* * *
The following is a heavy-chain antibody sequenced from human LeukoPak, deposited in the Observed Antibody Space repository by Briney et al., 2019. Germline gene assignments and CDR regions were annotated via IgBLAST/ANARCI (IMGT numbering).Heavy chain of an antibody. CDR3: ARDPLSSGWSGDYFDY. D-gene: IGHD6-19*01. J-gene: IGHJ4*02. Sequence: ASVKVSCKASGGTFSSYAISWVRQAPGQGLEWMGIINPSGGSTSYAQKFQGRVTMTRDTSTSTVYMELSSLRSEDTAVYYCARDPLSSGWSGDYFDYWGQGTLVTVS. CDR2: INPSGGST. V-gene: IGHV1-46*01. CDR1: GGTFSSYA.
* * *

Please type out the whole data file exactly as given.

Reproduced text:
The following is a heavy-chain antibody sequenced from human LeukoPak, deposited in the Observed Antibody Space repository by Briney et al., 2019. Germline gene assignments and CDR regions were annotated via IgBLAST/ANARCI (IMGT numbering).Heavy chain of an antibody. CDR3: ARDPLSSGWSGDYFDY. D-gene: IGHD6-19*01. J-gene: IGHJ4*02. Sequence: ASVKVSCKASGGTFSSYAISWVRQAPGQGLEWMGIINPSGGSTSYAQKFQGRVTMTRDTSTSTVYMELSSLRSEDTAVYYCARDPLSSGWSGDYFDYWGQGTLVTVS. CDR2: INPSGGST. V-gene: IGHV1-46*01. CDR1: GGTFSSYA.